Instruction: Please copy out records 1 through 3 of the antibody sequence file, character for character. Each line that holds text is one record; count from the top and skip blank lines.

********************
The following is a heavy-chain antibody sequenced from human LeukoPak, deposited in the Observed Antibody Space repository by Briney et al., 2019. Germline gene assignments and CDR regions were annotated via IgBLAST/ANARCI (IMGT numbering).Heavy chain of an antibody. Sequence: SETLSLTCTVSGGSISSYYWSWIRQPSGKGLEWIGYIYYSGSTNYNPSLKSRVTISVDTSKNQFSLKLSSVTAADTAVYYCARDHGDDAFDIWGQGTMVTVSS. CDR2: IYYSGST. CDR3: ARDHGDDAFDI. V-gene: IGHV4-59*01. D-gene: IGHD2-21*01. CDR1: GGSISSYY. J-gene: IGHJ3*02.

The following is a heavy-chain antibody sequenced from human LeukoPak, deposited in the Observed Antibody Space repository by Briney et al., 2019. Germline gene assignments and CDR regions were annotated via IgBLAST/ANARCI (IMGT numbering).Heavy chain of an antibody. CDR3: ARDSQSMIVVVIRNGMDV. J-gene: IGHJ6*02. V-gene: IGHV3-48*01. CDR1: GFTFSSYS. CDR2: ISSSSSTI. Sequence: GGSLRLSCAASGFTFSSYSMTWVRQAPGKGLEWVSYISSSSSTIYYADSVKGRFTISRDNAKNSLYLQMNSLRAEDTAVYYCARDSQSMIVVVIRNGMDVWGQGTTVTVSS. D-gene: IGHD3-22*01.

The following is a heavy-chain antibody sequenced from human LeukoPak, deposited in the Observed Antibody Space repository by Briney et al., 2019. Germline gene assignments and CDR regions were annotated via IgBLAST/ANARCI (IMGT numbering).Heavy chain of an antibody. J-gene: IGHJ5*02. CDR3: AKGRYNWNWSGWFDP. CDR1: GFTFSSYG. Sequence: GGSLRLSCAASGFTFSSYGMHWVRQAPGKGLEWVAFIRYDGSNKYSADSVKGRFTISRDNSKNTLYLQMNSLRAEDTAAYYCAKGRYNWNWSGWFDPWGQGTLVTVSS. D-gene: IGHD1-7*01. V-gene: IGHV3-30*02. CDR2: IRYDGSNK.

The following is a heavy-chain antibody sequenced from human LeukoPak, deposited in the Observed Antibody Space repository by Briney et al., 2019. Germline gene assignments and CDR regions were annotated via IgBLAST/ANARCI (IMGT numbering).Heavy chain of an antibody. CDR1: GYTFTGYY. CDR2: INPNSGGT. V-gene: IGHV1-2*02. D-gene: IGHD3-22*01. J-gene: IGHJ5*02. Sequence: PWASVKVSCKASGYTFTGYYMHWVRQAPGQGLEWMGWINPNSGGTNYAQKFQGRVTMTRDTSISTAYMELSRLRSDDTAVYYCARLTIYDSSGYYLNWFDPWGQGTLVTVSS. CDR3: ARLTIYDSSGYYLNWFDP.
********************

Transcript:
The following is a heavy-chain antibody sequenced from human LeukoPak, deposited in the Observed Antibody Space repository by Briney et al., 2019. Germline gene assignments and CDR regions were annotated via IgBLAST/ANARCI (IMGT numbering).Heavy chain of an antibody. Sequence: SETLSLTCTVSGGSISSYYWSWIRQPSGKGLEWIGYIYYSGSTNYNPSLKSRVTISVDTSKNQFSLKLSSVTAADTAVYYCARDHGDDAFDIWGQGTMVTVSS. CDR2: IYYSGST. CDR3: ARDHGDDAFDI. V-gene: IGHV4-59*01. D-gene: IGHD2-21*01. CDR1: GGSISSYY. J-gene: IGHJ3*02.

The following is a heavy-chain antibody sequenced from human LeukoPak, deposited in the Observed Antibody Space repository by Briney et al., 2019. Germline gene assignments and CDR regions were annotated via IgBLAST/ANARCI (IMGT numbering).Heavy chain of an antibody. CDR3: ARDSQSMIVVVIRNGMDV. J-gene: IGHJ6*02. V-gene: IGHV3-48*01. CDR1: GFTFSSYS. CDR2: ISSSSSTI. Sequence: GGSLRLSCAASGFTFSSYSMTWVRQAPGKGLEWVSYISSSSSTIYYADSVKGRFTISRDNAKNSLYLQMNSLRAEDTAVYYCARDSQSMIVVVIRNGMDVWGQGTTVTVSS. D-gene: IGHD3-22*01.

The following is a heavy-chain antibody sequenced from human LeukoPak, deposited in the Observed Antibody Space repository by Briney et al., 2019. Germline gene assignments and CDR regions were annotated via IgBLAST/ANARCI (IMGT numbering).Heavy chain of an antibody. J-gene: IGHJ5*02. CDR3: AKGRYNWNWSGWFDP. CDR1: GFTFSSYG. Sequence: GGSLRLSCAASGFTFSSYGMHWVRQAPGKGLEWVAFIRYDGSNKYSADSVKGRFTISRDNSKNTLYLQMNSLRAEDTAAYYCAKGRYNWNWSGWFDPWGQGTLVTVSS. D-gene: IGHD1-7*01. V-gene: IGHV3-30*02. CDR2: IRYDGSNK.